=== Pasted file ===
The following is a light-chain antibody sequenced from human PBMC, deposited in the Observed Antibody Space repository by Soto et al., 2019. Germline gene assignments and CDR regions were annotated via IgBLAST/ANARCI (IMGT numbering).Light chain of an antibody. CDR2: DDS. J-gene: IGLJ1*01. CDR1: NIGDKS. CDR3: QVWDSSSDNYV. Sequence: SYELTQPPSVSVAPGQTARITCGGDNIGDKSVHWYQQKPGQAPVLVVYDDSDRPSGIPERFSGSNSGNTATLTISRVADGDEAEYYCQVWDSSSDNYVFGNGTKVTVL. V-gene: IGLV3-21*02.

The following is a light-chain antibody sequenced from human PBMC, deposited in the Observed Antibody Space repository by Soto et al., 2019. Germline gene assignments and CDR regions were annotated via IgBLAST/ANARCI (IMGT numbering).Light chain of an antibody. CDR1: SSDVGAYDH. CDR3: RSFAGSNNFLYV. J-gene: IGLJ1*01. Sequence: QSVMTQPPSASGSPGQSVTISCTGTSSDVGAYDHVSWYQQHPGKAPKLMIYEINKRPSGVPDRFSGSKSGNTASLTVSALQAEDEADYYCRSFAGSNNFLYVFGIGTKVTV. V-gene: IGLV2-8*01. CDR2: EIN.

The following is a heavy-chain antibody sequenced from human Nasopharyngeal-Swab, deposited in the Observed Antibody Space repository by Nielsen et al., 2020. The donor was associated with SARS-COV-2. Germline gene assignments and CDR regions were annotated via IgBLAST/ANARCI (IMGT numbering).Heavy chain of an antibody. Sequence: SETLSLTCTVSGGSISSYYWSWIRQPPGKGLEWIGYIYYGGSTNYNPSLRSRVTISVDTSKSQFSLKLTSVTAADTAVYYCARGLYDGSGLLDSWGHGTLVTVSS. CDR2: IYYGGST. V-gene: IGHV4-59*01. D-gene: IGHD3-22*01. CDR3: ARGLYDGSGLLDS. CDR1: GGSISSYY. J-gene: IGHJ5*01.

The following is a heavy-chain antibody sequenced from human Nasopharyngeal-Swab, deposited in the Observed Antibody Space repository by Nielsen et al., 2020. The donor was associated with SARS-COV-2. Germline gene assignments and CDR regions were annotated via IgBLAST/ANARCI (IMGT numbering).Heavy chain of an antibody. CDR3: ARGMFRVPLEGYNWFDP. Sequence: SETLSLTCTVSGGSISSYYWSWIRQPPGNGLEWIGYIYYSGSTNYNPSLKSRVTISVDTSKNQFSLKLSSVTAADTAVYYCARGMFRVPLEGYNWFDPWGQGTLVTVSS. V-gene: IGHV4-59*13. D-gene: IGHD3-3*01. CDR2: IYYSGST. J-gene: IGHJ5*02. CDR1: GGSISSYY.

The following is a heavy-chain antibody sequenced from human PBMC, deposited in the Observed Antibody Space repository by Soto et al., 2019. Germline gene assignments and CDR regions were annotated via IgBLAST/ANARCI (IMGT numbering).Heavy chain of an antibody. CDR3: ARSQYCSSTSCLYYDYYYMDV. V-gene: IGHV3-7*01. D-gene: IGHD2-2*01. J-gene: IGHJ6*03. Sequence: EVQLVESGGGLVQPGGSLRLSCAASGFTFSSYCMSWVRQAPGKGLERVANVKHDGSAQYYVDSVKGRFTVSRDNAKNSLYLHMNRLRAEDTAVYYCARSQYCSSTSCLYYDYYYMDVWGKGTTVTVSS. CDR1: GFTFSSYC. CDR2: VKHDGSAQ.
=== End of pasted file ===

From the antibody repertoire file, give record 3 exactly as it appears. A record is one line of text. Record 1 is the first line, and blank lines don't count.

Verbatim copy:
The following is a heavy-chain antibody sequenced from human Nasopharyngeal-Swab, deposited in the Observed Antibody Space repository by Nielsen et al., 2020. The donor was associated with SARS-COV-2. Germline gene assignments and CDR regions were annotated via IgBLAST/ANARCI (IMGT numbering).Heavy chain of an antibody. Sequence: SETLSLTCTVSGGSISSYYWSWIRQPPGKGLEWIGYIYYGGSTNYNPSLRSRVTISVDTSKSQFSLKLTSVTAADTAVYYCARGLYDGSGLLDSWGHGTLVTVSS. CDR2: IYYGGST. V-gene: IGHV4-59*01. D-gene: IGHD3-22*01. CDR3: ARGLYDGSGLLDS. CDR1: GGSISSYY. J-gene: IGHJ5*01.